1. You create a new blank form as the “destination item” in the destination library with the correct form name.  If you have required fields in the form, you would either need to have form logic disabling the requirements for the creation of a destination file, or have dummy values in the required fields.  This can make things even more complicated when what fields are required changes depending on the state of the form – on one domain the required fields are X and Y, and on the second domain the fields are X, Y and Z.  Putting a dummy value in Z during the creation of the destination item satisfies the need for data, and so the dummy data might not be changed when the form is actually being filled out, but putting in logic to reject dummy values would prevent the creation of dummy values when creating a destination item.  Not an insurmountable problem, but a problem that should be considered, whose solution I leave as an exercise to the reader (primarily because its solution is dictated by the specific needs of the form logic).
  2. Upload the “foreign” form to the “transition” library.
  3. The workflow runs (either automatically or manually), copying the data to the destination item in the destination library.
  4. “Foreign’ form is deleted, if desired/required.

It may be possible to use a single library to do all of this (just have the workflow point to the same library that the source file is in).  I would imagine you would need to apply a naming convention to the uploaded “foreign” forms (like tacking the word “external” to the end of the file name during upload) then using the workflow to use the naming convention to name the created list item correctly.  You could even configure the view to exclude all files that match the naming convention of the “foreign” files.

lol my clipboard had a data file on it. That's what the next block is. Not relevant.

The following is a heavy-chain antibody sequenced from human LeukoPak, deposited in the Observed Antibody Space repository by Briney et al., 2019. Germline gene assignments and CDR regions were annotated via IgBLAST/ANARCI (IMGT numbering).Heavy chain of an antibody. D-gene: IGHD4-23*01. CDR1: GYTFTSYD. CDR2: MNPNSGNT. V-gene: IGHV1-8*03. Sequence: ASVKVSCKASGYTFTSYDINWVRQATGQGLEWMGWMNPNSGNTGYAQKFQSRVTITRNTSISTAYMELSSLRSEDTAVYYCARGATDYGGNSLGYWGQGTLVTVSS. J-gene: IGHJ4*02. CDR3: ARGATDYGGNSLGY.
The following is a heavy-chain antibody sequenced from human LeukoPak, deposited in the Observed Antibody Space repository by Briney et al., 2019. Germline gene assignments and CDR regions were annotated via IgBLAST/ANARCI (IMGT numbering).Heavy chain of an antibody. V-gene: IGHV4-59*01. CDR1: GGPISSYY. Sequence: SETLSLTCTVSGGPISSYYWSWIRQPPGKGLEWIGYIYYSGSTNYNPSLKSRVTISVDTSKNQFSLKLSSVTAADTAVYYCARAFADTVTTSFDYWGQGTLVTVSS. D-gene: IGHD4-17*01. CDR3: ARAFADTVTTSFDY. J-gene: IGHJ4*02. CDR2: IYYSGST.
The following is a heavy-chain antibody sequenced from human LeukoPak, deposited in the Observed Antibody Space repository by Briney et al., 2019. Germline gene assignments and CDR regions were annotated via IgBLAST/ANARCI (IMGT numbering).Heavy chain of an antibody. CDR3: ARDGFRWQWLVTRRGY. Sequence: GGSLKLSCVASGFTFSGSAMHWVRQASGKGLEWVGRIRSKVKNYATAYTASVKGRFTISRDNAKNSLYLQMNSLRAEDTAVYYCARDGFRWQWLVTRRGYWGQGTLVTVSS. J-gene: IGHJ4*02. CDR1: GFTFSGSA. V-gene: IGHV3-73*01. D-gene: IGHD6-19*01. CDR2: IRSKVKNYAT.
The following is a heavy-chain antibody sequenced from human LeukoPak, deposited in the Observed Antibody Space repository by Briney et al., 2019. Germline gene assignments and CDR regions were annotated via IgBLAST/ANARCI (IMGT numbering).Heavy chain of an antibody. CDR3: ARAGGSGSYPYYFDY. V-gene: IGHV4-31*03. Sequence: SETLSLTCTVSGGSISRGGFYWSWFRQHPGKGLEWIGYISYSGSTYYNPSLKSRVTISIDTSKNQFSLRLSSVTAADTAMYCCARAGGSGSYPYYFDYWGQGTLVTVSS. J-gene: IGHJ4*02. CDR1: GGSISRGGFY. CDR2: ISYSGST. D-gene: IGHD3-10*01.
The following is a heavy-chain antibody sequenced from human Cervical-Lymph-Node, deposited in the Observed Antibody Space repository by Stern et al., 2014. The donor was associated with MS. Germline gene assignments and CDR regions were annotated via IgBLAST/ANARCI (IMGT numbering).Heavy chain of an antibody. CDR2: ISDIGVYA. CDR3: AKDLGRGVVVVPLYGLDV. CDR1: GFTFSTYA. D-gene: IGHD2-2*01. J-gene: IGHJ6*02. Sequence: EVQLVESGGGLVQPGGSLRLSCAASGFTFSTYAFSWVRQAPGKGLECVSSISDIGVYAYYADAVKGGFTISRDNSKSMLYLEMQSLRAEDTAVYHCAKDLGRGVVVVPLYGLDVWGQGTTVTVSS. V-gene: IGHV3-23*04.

Let me know how it works for you, and what problems you encounter!

More posts about InfoPath.

More posts about SharePoint.

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Comments on: "A No-Code Solution to Host an InfoPath Form in Multiple SharePoint Sites" (6)

  1. [...] (Update: I’ve figured out a second way to migrate the form using no code.) [...]

  2. [...] “Publish an InfoPath Form to Multiple SharePoint Sites”, and its no-code companion, “A No-Code Solution to Host an InfoPath Form in Multiple SharePoint Sites”, have generated a lot more traffic than just about any other post I’ve made (excepting my [...]

  3. UPDATE!!

    A way to mitigate (though not entirely remove) the risk of promoting the fields to user-editable using a view.

    If you set the default view to use “Name (linked to document)” instead of “Name (linked to document with edit menu)”, the user does not have an easy way to get to “Edit Properties”. This won’t stop someone determined to get to it if they have the skills to do so, but it prevents accidental changes or someone who thinks they know what they are doing from doing it wrong.

  4. Very interesting 2 approaches. In this case Event Receiver really does seem superior although I normally plum for the codeless soloution

  5. Christine Lambden said:

    When I googled to find a way to publish a form to two separate libraries, I wasn’t particularly confident that I would find an answer. Thank you for providing not one but two! Silly me — should I have searched your site first. You are the guru, after all. Keep up the good work!